Wine runs deep in the blood of America’s elite politicians – especially our Presidents.
If you’re a wine drinking history-buff, you probably already know that many big decisions in our nation’s history were made over a few glasses (or bottles) of wine. Thomas Jefferson, of course, was well known to be one our country’s greatest oenophiles. #1? Yes, he too was known for the love of grape.
For this President’s Day we thought it’d be fun to dig into a few presidential wine facts and offer up some 90+ selections we’d like to think these fine POTUS’ would have enjoyed.
It is reported that George Washington spent $6,000 (that’s equal to over $170,000 in today’s currency) on alcohol in a period of seven months around 1775 – most of which was spent on Madeira Wine.
Back then, Madeira was favored because it was one of the only wines that managed to survive the long voyage overseas to the Americas without spoiling. Madeira was so loved, in fact, that during the signing of the Declaration of Independence the Founding Fathers consumed 50 bottles of the wine… along with another 60 bottles of Claret and 22 bottles of Port. So, considering there were 56 delegates present, that’s about two and a half bottles per delegate. Perhaps a little overkill… But, who are we to judge?
Although 90+ Cellars doesn’t have a Madeira in our portfolio, we do have a few “Clarets” (red blends made with Bordeaux varietals). Given his enjoyment of these wines, we think old GW would have loved our Lot 150 Cabernet Sauvignon and Lot 100 Monster Red Blend. Both of these wines are big, bold and high class… just like our first President.
“Wine brightens the life and thinking of anyone.” – Thomas Jefferson
It’s often said that Jefferson was America’s first true wine geek. As an ambassador to France, he gained appreciation for French, Italian, Spanish and Portuguese wines, and while it’s widely said he favored Madeira and Bordeaux, his collection contained almost everything imaginable. Jefferson had a special appreciation for age-worthy wines, putting him well ahead of his time.
What wines to serve to the geekiest of wine geeks? Well, we believe Jefferson would be drawn to our collection of Barolos for their European descent, age-worthiness and complexity. In particular, we think he would have really enjoyed our two Cru Barolos from Serralunga d’Alba and Bussia.
Richard Nixon was one of the first presidents to introduce California wine to the White House, and he almost exclusively served California wine to every guest he had join him. Despite serving California wine, however, Chateau Margaux remained his personal favorite. In fact, it is said that oftentimes he would serve his guests less expensive wines while indulging in a nicer bottle himself. Of course, in true Nixon form he would have his servers hide the bottle under a towel so it wouldn’t be seen!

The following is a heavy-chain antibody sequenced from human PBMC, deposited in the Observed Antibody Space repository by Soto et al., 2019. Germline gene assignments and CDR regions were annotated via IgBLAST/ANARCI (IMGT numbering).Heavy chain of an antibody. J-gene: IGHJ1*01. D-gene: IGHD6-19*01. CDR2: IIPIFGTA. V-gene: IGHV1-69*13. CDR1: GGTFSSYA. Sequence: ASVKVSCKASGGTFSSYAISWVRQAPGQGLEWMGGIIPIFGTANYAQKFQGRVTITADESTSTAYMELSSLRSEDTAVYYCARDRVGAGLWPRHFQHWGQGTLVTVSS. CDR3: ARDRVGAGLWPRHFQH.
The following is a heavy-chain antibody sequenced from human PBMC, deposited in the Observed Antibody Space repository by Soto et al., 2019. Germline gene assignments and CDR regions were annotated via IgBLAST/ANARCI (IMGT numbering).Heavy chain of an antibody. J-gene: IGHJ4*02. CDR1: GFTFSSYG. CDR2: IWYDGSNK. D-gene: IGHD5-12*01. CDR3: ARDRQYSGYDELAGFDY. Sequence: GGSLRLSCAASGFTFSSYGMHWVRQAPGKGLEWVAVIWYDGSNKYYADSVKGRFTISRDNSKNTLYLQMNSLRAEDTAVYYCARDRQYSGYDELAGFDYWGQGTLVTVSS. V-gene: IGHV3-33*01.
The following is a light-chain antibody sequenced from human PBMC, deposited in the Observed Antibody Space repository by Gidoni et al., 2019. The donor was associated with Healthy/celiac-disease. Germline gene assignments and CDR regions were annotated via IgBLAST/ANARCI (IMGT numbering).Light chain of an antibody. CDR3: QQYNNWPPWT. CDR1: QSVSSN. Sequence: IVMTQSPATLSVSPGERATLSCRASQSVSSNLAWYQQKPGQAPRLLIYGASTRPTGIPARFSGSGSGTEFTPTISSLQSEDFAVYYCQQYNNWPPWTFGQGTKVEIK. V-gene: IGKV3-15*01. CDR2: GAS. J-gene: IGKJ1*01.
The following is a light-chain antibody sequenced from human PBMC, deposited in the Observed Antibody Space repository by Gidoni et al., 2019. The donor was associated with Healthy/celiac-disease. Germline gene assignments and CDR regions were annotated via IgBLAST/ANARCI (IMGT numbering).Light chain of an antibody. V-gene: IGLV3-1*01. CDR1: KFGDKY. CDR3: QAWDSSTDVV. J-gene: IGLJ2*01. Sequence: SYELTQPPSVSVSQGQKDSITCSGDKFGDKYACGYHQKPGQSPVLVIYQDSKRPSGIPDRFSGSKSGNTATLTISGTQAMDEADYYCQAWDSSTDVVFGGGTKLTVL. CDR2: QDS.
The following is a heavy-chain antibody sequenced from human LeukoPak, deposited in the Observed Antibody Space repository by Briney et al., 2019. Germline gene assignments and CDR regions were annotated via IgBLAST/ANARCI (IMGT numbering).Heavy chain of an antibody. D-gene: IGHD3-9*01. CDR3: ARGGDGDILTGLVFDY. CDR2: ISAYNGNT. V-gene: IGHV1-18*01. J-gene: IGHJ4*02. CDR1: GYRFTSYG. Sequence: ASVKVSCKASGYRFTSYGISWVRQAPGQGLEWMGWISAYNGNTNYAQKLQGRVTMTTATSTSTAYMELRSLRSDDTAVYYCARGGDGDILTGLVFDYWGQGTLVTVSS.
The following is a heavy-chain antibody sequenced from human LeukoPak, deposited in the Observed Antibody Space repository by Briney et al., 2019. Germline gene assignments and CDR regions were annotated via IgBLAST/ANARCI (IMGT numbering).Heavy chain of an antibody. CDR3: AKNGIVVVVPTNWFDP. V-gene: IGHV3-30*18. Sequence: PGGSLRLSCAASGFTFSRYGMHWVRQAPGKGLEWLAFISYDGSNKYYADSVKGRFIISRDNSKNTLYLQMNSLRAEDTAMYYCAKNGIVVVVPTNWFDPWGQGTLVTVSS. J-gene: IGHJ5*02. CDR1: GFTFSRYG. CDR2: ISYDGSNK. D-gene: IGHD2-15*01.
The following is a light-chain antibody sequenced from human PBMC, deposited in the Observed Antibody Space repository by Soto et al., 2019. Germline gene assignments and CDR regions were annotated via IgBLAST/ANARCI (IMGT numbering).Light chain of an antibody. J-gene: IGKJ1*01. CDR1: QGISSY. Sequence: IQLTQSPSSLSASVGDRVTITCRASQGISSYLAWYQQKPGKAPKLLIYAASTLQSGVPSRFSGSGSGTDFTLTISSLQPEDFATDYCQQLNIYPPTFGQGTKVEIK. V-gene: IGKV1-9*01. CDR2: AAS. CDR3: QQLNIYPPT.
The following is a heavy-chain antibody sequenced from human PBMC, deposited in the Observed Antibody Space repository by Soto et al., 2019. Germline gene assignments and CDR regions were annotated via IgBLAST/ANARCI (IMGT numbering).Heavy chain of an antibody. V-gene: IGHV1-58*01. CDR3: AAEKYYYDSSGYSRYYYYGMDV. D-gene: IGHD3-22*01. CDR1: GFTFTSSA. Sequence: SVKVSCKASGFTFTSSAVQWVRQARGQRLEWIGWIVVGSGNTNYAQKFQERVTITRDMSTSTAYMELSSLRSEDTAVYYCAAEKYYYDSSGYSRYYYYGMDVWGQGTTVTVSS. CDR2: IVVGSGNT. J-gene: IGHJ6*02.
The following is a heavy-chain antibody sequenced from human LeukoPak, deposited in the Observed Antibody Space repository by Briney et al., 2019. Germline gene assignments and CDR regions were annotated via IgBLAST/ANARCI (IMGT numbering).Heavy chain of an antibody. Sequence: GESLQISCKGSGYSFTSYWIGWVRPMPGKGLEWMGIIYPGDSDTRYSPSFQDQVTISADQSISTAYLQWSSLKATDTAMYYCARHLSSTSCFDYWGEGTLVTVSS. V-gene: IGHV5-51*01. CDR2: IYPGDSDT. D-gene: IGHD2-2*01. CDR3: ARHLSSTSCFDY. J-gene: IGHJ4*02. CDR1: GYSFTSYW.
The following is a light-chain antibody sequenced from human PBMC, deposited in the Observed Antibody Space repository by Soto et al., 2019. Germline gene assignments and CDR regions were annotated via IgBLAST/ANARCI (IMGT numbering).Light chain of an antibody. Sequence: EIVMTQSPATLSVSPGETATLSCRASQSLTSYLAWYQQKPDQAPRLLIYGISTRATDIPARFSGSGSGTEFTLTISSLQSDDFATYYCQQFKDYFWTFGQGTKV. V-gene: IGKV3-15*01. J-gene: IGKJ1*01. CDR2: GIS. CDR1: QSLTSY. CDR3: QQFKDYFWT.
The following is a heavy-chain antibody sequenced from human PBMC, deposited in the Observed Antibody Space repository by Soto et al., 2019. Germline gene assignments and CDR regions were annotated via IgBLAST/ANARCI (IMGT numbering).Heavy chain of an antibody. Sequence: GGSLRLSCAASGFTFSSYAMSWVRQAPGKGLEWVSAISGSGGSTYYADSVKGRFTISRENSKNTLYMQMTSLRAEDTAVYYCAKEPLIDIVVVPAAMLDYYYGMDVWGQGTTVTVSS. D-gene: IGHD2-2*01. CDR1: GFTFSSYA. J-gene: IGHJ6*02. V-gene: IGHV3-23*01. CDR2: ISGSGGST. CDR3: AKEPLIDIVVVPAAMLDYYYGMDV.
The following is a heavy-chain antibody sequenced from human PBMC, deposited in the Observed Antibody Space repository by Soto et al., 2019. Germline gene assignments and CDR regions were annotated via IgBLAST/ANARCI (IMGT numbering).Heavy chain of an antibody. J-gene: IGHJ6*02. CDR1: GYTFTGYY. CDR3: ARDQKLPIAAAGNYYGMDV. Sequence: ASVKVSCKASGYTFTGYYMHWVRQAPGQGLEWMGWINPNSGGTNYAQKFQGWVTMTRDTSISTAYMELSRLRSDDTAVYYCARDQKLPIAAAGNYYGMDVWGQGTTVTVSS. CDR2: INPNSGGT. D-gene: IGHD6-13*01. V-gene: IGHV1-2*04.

For Tricky Dick, we’d recommend our Super Cuvee – one of our top California wines that contains juice from one of the most sought-after Napa wineries. The contents of this wine are so secret, in fact, that even Nixon himself wouldn’t have found out.
As a California native Ronald Reagan was an avid supporter of the domestic wine industry and is known for revolutionizing the way the White House viewed American wine. He preferred Beaulieu Vineyard’s Private Reserve Cabernet Sauvignon, and exclusively served American sparkling wine in place of Champagne. It’s even said that the Cold War was ended over glasses of Sonoma’s Iron Horse with Gorbachev.
Like Washington and Jefferson, President James Buchanan was also known for how much wine he purchased. At one time, his annual wine budget was around $3,000 – that’s almost $80,000 today!
He was also known for his capacity to drink, and once consumed 16 toasts on the Fourth of July.
With James’ propensity to drink in large quantities and spend a lot of money, we thought we’d keep him to our more “gulpable” and cost-effective wines – Lot 50 Prosecco and Lot 42 Pinot Grigio. We think Ten-Cent Jimmy would have bought truckloads of these wines. Bottoms up!
John F. Kennedy
JFK enjoyed Champagne. In Mark Will-Webers biography Mint Juleps with Teddy Roosevelt, he describes a particularly bubbly White House dinner party with the Kennedys, saying “Champagne was flowing like the Potomac in flood and the President himself was opening bottle after bottle in a manner that sent the foam flying all over the furniture.”
For JFK, there’s no question we’d immediately go to our Magic Door Champagne. Elegant, real-deal Champagne that would make old Jack happy the whole night through.